by Anna Ferraro
We all know that there are rows and rows of offenders behind the bars of the Jacksonville Correctional Center. But across town, there is a group of individuals that recognizes something else – those offenders are more than just individuals in blue uniforms and behind bars. Those offenders are men with feelings and responsibilities. They are husbands, uncles, and more than that – fathers. Cut off from their fatherhood roles because of poor decision-making or misfortune, many offenders share that their greatest loss during incarceration is not seeing their kids grow up. The leaders of the Storybook Project at Faith Lutheran Church are on a mission to alleviate that problem, through, you guessed it, storybooks.
Armed with resources and buffered by training, a group of folks from Faith heads into the Jacksonville Correctional Center each month and provide the offenders with an array of storybooks to choose from. One by one, the offenders file through, choose their books, and read them into a recording device. Handing the book and the device back to a volunteer, the offender leaves with a smile, envisioning his child’s smile as he or she will later receive the book and the recording from their father – providing a poignant connection for both during their separation.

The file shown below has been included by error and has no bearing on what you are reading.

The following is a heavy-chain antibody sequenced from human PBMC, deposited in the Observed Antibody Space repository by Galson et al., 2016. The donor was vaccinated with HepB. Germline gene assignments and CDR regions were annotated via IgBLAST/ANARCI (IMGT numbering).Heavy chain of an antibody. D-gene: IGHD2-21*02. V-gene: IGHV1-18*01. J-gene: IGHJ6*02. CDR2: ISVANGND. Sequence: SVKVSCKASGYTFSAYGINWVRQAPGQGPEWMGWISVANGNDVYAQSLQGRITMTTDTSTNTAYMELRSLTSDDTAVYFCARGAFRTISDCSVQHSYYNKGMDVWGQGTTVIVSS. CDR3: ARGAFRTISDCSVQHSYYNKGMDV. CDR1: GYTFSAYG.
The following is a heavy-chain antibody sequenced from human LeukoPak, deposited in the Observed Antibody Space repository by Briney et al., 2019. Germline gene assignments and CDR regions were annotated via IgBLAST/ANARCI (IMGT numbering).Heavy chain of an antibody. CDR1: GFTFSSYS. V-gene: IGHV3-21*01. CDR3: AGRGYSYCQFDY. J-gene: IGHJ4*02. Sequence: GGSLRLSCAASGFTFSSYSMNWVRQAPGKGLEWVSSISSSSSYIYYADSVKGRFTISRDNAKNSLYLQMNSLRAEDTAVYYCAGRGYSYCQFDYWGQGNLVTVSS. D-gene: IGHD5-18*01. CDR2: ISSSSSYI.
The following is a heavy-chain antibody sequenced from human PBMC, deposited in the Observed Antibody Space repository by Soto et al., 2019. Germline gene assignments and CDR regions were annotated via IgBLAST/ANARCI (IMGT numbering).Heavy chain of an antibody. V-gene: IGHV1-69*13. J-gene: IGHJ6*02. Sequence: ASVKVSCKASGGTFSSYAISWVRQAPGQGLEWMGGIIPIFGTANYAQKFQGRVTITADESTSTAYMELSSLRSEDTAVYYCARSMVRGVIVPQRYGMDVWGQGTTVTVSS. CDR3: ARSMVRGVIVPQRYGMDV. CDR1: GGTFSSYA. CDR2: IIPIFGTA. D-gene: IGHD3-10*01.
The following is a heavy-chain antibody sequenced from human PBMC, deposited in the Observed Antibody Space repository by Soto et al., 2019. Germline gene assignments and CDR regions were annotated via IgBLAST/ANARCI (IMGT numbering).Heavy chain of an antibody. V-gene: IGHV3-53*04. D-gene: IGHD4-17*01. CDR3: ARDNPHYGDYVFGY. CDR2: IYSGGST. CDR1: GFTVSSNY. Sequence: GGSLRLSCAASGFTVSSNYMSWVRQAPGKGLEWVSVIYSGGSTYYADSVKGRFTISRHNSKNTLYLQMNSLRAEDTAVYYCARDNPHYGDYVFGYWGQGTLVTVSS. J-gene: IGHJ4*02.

Where did this ministry begin? Beginning in 1995, through the Lutheran Social Services of Illinois (LSSI), the Storybook Project was born. Then, just six years ago, the Storybook Project came to Jacksonville, under the direction of Pastor Adam Dichsen. Learning about it while doing a fundraising biking trip across the state, his wheels started turning as he thought of the Jacksonville Correctional Center – “We need this program in Jacksonville.” Thus, in early 2012, Gail Beard, a member of LSSI, came to Faith and gave the congregation an overview of the project. And so, they began navigating the daunting applications required to work in a correctional facility. It took six months for the necessary paperwork to be processed and the backgrounds checks to be completed. But at the end of those six months, an enthused group of volunteers was equipped and ready to head into the correctional center – led by Renee Leifheit and Sharon Zuiderveld.